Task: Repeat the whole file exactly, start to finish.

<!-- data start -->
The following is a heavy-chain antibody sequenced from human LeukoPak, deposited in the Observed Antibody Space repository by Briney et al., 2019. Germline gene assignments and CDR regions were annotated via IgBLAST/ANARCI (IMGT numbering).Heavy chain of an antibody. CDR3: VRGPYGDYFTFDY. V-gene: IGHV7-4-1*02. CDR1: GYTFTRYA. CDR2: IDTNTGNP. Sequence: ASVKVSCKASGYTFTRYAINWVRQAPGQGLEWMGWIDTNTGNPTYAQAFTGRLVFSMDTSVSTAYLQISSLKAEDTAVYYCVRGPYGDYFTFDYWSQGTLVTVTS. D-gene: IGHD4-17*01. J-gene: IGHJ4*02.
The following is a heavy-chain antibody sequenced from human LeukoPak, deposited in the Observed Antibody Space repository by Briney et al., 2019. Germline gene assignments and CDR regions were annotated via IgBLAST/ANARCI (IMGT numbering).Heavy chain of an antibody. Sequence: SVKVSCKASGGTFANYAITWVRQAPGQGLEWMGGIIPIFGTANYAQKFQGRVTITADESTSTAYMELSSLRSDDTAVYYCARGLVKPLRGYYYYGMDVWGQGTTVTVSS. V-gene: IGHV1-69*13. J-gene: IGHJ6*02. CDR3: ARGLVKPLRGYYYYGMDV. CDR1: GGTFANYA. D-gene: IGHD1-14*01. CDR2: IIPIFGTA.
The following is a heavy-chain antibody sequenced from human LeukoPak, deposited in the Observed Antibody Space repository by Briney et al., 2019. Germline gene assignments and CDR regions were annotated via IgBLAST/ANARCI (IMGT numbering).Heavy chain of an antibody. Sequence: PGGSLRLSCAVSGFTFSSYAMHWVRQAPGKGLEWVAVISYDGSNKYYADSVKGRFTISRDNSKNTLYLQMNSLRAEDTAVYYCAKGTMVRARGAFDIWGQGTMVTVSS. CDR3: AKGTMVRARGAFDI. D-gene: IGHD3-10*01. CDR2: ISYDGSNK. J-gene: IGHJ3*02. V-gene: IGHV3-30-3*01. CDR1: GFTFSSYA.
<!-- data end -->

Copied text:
The following is a heavy-chain antibody sequenced from human LeukoPak, deposited in the Observed Antibody Space repository by Briney et al., 2019. Germline gene assignments and CDR regions were annotated via IgBLAST/ANARCI (IMGT numbering).Heavy chain of an antibody. CDR3: VRGPYGDYFTFDY. V-gene: IGHV7-4-1*02. CDR1: GYTFTRYA. CDR2: IDTNTGNP. Sequence: ASVKVSCKASGYTFTRYAINWVRQAPGQGLEWMGWIDTNTGNPTYAQAFTGRLVFSMDTSVSTAYLQISSLKAEDTAVYYCVRGPYGDYFTFDYWSQGTLVTVTS. D-gene: IGHD4-17*01. J-gene: IGHJ4*02.
The following is a heavy-chain antibody sequenced from human LeukoPak, deposited in the Observed Antibody Space repository by Briney et al., 2019. Germline gene assignments and CDR regions were annotated via IgBLAST/ANARCI (IMGT numbering).Heavy chain of an antibody. Sequence: SVKVSCKASGGTFANYAITWVRQAPGQGLEWMGGIIPIFGTANYAQKFQGRVTITADESTSTAYMELSSLRSDDTAVYYCARGLVKPLRGYYYYGMDVWGQGTTVTVSS. V-gene: IGHV1-69*13. J-gene: IGHJ6*02. CDR3: ARGLVKPLRGYYYYGMDV. CDR1: GGTFANYA. D-gene: IGHD1-14*01. CDR2: IIPIFGTA.
The following is a heavy-chain antibody sequenced from human LeukoPak, deposited in the Observed Antibody Space repository by Briney et al., 2019. Germline gene assignments and CDR regions were annotated via IgBLAST/ANARCI (IMGT numbering).Heavy chain of an antibody. Sequence: PGGSLRLSCAVSGFTFSSYAMHWVRQAPGKGLEWVAVISYDGSNKYYADSVKGRFTISRDNSKNTLYLQMNSLRAEDTAVYYCAKGTMVRARGAFDIWGQGTMVTVSS. CDR3: AKGTMVRARGAFDI. D-gene: IGHD3-10*01. CDR2: ISYDGSNK. J-gene: IGHJ3*02. V-gene: IGHV3-30-3*01. CDR1: GFTFSSYA.